I won’t be able to hire a lawyer to handle it for me when I stand before the Lord. I’ll have to answer for all of it. A while back I tried to figure out how many words I have written over the years. Between my books and my sermons, I think it comes in somewhere around three million words. That’s a lot to answer for. Just writing this paragraph made me stop and ask a few questions:
I have a lot to answer for
Have I been true to the Lord?
Have my words been his words?
Have I “rightly divided” the Word of Truth?
When Paul bid farewell to the elders at Ephesus, knowing he would never see them again, he summed up his ministry this way:
“I testify to you this day that I am innocent of everyone’s blood, for I did not shrink back from declaring to you the whole plan of God” (Acts 20:26-27).
No finer thing could be said about a minister. It takes courage (“I did not shrink back”), commitment (“declaring to you”), and continual effort (“the whole counsel of God”). Paul could say, “I am innocent of everyone’s blood” because he told the Ephesians the truth, the whole truth, and nothing but the truth.
That’s a noble goal for any teacher of God’s Word.
Let me suggest three lines of application. If we take James 3:1 seriously, what should it mean for us?
First, we must not rush people into teaching positions. I know how it is in the local church. I know how desperate we sometimes are for Sunday School teachers, for youth workers, for children’s workers, for Awana workers, for small group leaders. But in our haste to do the Lord’s work, let’s make sure we don’t disregard the Lord’s command. Yes, we need teachers. We always need more teachers. We never have enough. But don’t let the need cause you to put someone in a teaching position who isn’t qualified.
We always need more teachers
Vet them first.
Check them out.
Get to know them.
Find out their doctrine.
Observe their life.
Watch how they treat others.
It’s a mistake to rush people into leadership. That includes putting people in a teaching position who held a similar position at another church. We shouldn’t do a “fast-track promotion” just because we have an empty spot in one of our adult classes.
Take your time.
A man’s gift will make room for him.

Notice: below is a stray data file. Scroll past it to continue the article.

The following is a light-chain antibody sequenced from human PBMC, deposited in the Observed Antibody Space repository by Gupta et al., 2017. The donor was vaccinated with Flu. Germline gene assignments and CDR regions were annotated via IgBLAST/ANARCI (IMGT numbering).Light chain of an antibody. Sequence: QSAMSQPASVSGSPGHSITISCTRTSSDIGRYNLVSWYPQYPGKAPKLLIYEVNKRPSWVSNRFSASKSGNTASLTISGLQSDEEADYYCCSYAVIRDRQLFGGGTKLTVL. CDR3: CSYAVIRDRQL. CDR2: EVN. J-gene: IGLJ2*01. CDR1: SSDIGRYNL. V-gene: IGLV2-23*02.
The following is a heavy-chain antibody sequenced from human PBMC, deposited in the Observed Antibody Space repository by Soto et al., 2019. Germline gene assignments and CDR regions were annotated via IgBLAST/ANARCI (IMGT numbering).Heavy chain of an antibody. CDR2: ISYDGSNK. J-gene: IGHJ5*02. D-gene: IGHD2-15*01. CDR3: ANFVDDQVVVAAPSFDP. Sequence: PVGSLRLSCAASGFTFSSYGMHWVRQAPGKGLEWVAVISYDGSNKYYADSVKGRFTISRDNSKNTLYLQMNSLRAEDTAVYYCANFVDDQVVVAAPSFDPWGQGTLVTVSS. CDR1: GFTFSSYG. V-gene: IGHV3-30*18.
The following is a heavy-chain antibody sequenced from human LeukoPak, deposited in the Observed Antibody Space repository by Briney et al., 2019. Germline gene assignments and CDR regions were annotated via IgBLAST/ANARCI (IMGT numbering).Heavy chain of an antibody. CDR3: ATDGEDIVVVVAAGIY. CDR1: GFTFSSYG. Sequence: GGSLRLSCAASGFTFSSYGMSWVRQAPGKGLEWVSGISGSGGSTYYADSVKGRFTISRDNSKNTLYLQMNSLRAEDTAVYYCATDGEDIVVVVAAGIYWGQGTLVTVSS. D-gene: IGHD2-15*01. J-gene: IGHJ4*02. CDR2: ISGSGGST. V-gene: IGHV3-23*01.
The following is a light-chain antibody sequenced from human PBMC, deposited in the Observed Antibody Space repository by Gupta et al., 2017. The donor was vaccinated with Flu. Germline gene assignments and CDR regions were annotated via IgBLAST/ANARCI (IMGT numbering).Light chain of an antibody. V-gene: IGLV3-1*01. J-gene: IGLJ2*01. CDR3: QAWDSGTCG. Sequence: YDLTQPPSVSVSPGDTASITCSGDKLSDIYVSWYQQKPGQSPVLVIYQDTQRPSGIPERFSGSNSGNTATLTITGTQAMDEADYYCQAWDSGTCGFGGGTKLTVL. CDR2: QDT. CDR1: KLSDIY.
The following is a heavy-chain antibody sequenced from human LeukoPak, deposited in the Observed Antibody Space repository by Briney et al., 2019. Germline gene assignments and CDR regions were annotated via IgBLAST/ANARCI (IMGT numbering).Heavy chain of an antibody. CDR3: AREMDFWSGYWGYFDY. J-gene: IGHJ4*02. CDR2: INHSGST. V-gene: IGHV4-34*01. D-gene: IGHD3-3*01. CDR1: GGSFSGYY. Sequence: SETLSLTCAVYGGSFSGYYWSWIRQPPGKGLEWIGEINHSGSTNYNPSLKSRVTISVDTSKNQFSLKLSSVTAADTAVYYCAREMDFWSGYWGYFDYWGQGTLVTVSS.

Godliness always shows itself eventually.
And so do worldliness, a critical spirit, a hot temper, and unbelief.
Second, we should approach our teaching with a watchful spirit. It is better to tremble than to jest when we stand to teach. My friend Bruce Fong often posts something like this on Facebook before he preaches:
“Studied up, prayed up, purged out, rested up, and ready to teach God’s Word.”
That combination of humility and excitement should mark everyone who stands to preach or teach. James tells us in the very next verse (3:2) that we all stumble in many ways. Those of us who teach stand in the greatest danger because the tongue so quickly gets us in trouble.
We need humility mixed with excitement when we teach
Third, we need a new dependence on the Lord. Charles Spurgeon, the great London preacher of the late 1800s, had to ascend many steps to reach the preaching platform in the Metropolitan Tabernacle. It is said that as he ascended each step, he would repeat, “I believe in the Holy Spirit, I believe in the Holy Spirit, I believe in the Holy Spirit,” reminding himself that he needed God’s help to preach God’s Word. For it is
“Not by might, nor by power,
but by my Spirit, says the Lord of hosts” (Zechariah 4:6).
There is no higher calling than to preach or teach God’s Word. God has willed that by preaching, the gospel is spread across the earth. When we preach or teach, we join hands with God himself in bringing his Word to the world. But high callings bring with them high responsibilities. Let no one take it lightly.
God bless all the teachers and all the preachers
God bless all the teachers and all the preachers.
You are doing the work of Jesus.
Take it seriously and do it well so that you will have no regrets when you stand before the Lord.
Lord Jesus, help us to teach others by our words and deeds. May the Spirit of Christ fill us so that whoever follows us will become more like you. Amen.